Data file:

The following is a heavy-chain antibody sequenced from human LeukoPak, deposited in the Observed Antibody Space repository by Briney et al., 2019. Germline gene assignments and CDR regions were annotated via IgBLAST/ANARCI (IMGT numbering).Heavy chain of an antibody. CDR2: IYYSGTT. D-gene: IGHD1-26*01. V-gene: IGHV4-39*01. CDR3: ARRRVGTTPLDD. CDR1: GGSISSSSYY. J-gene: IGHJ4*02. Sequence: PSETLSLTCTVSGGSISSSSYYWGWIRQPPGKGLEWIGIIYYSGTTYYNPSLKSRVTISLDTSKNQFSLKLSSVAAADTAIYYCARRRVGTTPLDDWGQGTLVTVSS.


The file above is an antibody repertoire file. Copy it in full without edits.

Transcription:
The following is a heavy-chain antibody sequenced from human LeukoPak, deposited in the Observed Antibody Space repository by Briney et al., 2019. Germline gene assignments and CDR regions were annotated via IgBLAST/ANARCI (IMGT numbering).Heavy chain of an antibody. CDR2: IYYSGTT. D-gene: IGHD1-26*01. V-gene: IGHV4-39*01. CDR3: ARRRVGTTPLDD. CDR1: GGSISSSSYY. J-gene: IGHJ4*02. Sequence: PSETLSLTCTVSGGSISSSSYYWGWIRQPPGKGLEWIGIIYYSGTTYYNPSLKSRVTISLDTSKNQFSLKLSSVAAADTAIYYCARRRVGTTPLDDWGQGTLVTVSS.